In part I of this blog, I discussed a sales meetup I attended in San Francisco that was predicated on roundtable discussion/peer learning, networking, and savoury foods.

I felt out of place, and not just because I was the only one using my IPA as a dip for my chicken shawarma. I was an outlier at the table. Everyone else was part of or leading a team of sales pros. I was the sole solopreneur, and until I raise my Series A and invest in self-cloning technology, I won’t be working in a modern sales organization any time soon. As a result, I couldn’t add much to many of the topics being discussed.

Things changed when a new topic arose, and someone at my table began discussing the various channels her reps use and what metrics define success for each one. When the manager listed “social selling”, the whole table wholeheartedly agreed that it has value - but that because social selling activities couldn’t be tracked, its value couldn’t be measured and proven.

This triggered something and the gears in my mind started turning. The squeaking gave me a headache. My mind traveled back in time to view the way I used to do things when I was a quota-carrying sales rep. LinkedIn’s purpose at that time, was there to help me identify which IT execs to cold call (I sold enterprise tech), update my work experience, and accept connection requests from old colleagues who I didn’t like.

Like any entrepreneur from the pre-data analysis era, I don’t need no stinkin’ data to tell me what to do. I run my business on gut instinct (which is a braggadocios way of saying “I don’t know how to measure any of that”), but my gut told me that LinkedIn is the channel where I need to spend a lot of my time. Unfortunately, when I launched “Comedy Writing for Sales Teams”, the way salespeople were using LinkedIn had really evolved - and I never got the Slack message.

My old LinkedIn persona was a composite of Ron Burgundy and “Ol’ Gil” from the Simpsons. I was the perfect example of that guy that every sales influencer rages about “STOP PITCHING! BUILD RELATIONSHIPS THROUGH VALUE! AVOID SELF-INDUCED HEART ATTACKS!”. I was making things about myself. I didn’t try to get to know my connections or offer them anything (except my all-around amazingness). I just assumed they were on LinkedIn to accept my life-changing insights & offers.

I couldn’t have been more far off. I quickly eschewed the the “post-connect pitch” and began sharing my knowledge with my network, creating & sharing video content, pumping out articles, participating in discussions, and cultivating online relationships, which then turned into offline ones.

After breaking into a cold sweat because of these memories, I realized where I was, and that I had a contribution to make. I dunked one last morsel of chicken in my beer, swallowed and sprung into action.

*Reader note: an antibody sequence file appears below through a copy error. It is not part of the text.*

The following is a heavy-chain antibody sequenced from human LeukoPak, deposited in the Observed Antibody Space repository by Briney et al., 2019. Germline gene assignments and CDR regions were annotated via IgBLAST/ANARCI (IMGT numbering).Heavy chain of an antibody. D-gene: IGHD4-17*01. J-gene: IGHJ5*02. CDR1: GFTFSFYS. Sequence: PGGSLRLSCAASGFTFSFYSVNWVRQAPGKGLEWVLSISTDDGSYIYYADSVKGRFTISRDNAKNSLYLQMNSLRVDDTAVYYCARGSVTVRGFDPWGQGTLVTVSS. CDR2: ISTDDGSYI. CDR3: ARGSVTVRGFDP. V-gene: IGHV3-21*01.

I explained to my table-mates, that as a solopreneur, I need to be my own sales & marketing teams, admin, and top to things off - I’m the product and service provider.  When it comes to sales, I create my own content, create & run my own drip campaigns, and make cold & warm calls.  My particular circumstances also mandate me to spend a lot of my day on LinkedIn. If not for it, I couldn’t be building my business. 

I declared exactly that, and started to spout out all the ways in which LinkedIn helps me grow my brand, drives engagement - all of which COULD be tracked if I had the time & means. These include:

1) New connections, gained from: 

  • Those who interact and appreciate my content;

  • Requests I proactively send out;

  • Those who have seen me speak, or taken one of my workshops;

  • Those I met at industry or networking events.

2) Conversations Generated:

From those conversations, how many:

  • Opt-in emails can I gather?

  • Phone numbers can I gather (publicly listed, solicited, or - gasp - scraped)?

  • How many conversations can that information generate?

  • How many meetings can I book?

  • How many of those meetings turn into opportunities

  • Intros made by your 1st degree connections

  • Activities taken on Linkedin per deal

  • Which pieces of content put out which yield the most connection requests because your expertise or knowledge is appreciated.

  • Offline conversations generated from LinkedIn interactions.

Sure, tracking all of the above is a challenge, but it’s not hard to guesstimate many of these. Phone, email, or social selling are all separate channels which need to be mastered. Sales teams invest heavily in measuring how well the first two are being used, but don’t in the latter. 

My words were well-received. After doling out this advice, a silence fell over the table. Peoples mouths dropped, before they stood and applauded. A tear even streamed down the cheek of one VP of sales. I was honored and validated.

Sure, that last part’s completely fabricated, but admit it - you like blog posts with formulaic Hollywood endings.

Jon Selig spent 12 years selling enterprise technology, which was a well-paid internship for his career in stand-up comedy. Jon shows sales teams why & how to craft humor that roasts prospects’ pains, starts more conversations, and helps reps keep their day job.